THIS WEBSITE’S RECENT account on Trump doubling down got me to thinking about other playing card-related terms that have entered our language as metaphors or similes. Here’s a sampling, in no particular order.
Ante Up. According to Merriam-Webster, “To ante up” means to build a poker stake before the cards are dealt. Its first known use was in 1831. Ante as a noun preceded this by ten years. It’s likely borrowed from the Latin ante, “before, preceding.”
Partridge cites “to ante up” with a more general meaning of “To hand over, surrender (a thing).”
Penny-Ante. M-W defines penny-ante as “small-time, two-bit,” “poker played for very low stakes.” Its usage dates from the middle 1800s.
More precise accounting would place penny-ante as less impressive than two-bit, given that a bit is 12 1/2¢.
A Few Cards Short of a Full Deck. This is a variation on the “few…full” metaphor cited by Partridge as a “few pence short in the shilling.” It means “half-witted, (slightly) mad.” My favorite related term is “nice apartment, nobody home.”
Stack the Deck. Partridge notes that this dishonest shuffling of a deck of cards has the broader meaning of “to take unfair advantage.” He dates it c. 1905.
Raw Deal. M-W defines this as “an instance of unfair treatment,” with its first known use in 1911. Not that people weren’t getting or giving raw deals before that….
Suit. The word “suit” has many modern uses, including a somewhat pejorative description of anyone wearing coat-and-trouser attire of that name. The card-playing terms “long suit,” “short suit,” and “following suit” have evolved into general meanings of “best or strongest,” “worst or weakest,” and “adhering to practice,” respectively.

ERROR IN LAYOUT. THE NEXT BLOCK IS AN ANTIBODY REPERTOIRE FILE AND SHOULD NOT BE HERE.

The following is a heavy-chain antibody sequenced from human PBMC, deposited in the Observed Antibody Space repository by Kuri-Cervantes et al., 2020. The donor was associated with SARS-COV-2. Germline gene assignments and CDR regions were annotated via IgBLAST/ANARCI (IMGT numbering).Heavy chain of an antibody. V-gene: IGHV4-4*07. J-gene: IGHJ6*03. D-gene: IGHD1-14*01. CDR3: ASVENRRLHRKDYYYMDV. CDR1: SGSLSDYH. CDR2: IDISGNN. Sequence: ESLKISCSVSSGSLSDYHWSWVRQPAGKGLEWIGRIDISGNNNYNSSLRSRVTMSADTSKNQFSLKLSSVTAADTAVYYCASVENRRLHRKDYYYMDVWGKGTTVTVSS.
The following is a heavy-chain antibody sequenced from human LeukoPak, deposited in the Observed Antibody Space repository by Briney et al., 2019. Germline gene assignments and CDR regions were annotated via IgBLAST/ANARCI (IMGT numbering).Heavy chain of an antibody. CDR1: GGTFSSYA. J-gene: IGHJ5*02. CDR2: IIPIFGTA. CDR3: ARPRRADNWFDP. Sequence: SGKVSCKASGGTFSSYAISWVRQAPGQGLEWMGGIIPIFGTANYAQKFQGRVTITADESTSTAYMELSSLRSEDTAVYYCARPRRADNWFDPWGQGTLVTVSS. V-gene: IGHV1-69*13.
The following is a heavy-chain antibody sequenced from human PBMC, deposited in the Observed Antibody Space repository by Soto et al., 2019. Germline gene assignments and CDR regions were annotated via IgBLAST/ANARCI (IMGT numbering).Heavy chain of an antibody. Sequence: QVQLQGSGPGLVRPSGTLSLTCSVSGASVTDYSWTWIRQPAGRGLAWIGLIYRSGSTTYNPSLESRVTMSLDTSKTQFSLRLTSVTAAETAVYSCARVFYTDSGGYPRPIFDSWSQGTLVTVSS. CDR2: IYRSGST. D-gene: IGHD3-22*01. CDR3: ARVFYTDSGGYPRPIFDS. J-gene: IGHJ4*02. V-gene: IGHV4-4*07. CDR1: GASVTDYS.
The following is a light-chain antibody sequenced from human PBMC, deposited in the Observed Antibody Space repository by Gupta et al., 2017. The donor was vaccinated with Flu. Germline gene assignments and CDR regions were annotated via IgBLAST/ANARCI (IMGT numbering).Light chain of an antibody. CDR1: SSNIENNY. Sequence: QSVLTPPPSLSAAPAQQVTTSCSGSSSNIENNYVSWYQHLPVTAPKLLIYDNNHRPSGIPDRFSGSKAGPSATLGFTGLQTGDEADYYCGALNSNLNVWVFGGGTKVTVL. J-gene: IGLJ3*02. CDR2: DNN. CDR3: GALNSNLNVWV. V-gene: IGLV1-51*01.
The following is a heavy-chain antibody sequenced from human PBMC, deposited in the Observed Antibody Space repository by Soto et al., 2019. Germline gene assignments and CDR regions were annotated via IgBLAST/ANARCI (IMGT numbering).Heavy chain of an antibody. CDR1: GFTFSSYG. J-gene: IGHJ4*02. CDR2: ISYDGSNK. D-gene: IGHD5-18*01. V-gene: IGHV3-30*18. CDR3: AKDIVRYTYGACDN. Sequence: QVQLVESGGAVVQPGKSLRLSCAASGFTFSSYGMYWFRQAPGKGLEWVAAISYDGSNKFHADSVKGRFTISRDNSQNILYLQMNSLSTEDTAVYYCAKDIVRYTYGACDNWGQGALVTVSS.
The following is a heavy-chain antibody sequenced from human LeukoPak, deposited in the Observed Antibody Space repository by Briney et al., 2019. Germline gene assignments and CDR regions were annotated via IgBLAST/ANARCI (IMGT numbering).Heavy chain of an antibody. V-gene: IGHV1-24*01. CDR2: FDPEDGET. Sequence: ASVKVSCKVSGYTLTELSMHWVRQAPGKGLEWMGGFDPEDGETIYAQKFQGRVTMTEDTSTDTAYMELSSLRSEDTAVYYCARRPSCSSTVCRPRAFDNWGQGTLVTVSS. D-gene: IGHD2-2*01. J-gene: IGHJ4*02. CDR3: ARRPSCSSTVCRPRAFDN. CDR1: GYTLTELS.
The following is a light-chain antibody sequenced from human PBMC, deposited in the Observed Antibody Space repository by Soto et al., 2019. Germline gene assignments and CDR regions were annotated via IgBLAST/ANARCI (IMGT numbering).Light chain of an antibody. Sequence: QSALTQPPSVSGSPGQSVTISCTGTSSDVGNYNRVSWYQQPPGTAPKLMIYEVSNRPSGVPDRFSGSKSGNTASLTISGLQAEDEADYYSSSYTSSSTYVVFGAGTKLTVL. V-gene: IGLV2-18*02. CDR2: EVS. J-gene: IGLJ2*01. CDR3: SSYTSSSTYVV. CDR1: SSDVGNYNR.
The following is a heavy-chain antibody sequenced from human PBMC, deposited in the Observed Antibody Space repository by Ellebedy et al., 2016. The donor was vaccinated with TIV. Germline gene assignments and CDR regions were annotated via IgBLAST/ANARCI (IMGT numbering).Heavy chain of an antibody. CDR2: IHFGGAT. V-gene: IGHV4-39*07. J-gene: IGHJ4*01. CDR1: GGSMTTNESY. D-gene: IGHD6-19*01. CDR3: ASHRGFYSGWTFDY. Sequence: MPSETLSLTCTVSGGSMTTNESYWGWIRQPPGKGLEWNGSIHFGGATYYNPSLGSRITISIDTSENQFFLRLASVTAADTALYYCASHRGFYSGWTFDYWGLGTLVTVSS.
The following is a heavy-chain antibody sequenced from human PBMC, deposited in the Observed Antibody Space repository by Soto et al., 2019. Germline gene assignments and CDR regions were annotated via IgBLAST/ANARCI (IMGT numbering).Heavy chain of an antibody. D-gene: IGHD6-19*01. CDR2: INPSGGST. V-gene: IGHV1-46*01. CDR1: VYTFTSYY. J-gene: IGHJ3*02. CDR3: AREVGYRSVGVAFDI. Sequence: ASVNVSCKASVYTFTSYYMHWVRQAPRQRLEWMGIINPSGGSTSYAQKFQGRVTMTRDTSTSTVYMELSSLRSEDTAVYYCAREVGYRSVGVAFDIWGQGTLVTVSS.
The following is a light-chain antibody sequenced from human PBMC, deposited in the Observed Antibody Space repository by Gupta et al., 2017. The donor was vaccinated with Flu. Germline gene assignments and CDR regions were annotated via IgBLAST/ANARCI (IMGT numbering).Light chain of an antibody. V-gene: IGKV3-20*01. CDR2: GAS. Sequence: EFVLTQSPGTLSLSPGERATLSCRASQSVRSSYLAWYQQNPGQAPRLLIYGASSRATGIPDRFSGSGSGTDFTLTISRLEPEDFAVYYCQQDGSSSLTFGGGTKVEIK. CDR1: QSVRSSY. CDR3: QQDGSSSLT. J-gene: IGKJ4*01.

French, Latin, or Germanic Suit. While researching these tidbits, I came to learn that we Americans play cards using the French Deck, albeit with slightly different names. Our diamonds are what they call tiles; our clubs are their clovers, and our spades are their pikes. We agree about hearts.
Latin and Germanic decks have different symbols, and not the full count of 52. (Please, no jokes here about “playing short of a full deck.”)
According to Wikipedia, “Latin decks usually drop the higher-valued pip cards, while Germanic decks drop the lower-valued ones.” Pips, by the way, are those symbols identifying a card’s suit and rank.
Double Down. Originally a term in the game of blackjack, doubling down is the option of doubling an initial bet in exchange for one and only one extra card. According to Merriam-Webster, it has come to mean “to become more tenacious, zealous, or resolute in a position or undertaking.”
Its first known use in blackjack was in 1949. Examples of the second are abundantly Trumpian.
Doubling down: Trump and a crowd of perhaps 3700 mostly unmasked supporters (in seats zip-tied together). Image from tmz.com.
Trump. In Bridge, a designated trump card wins over any card not of its suit, regardless of value.
Merriam-Webster lists two other definitions: “a decisive overriding factor or final resource—called a trump card.” and “a dependable and exemplary person.”
I’m not sure how this last definition will fare, what with the current administration being a few cards short of a full deck, making raw deals, and using stacked decks. ds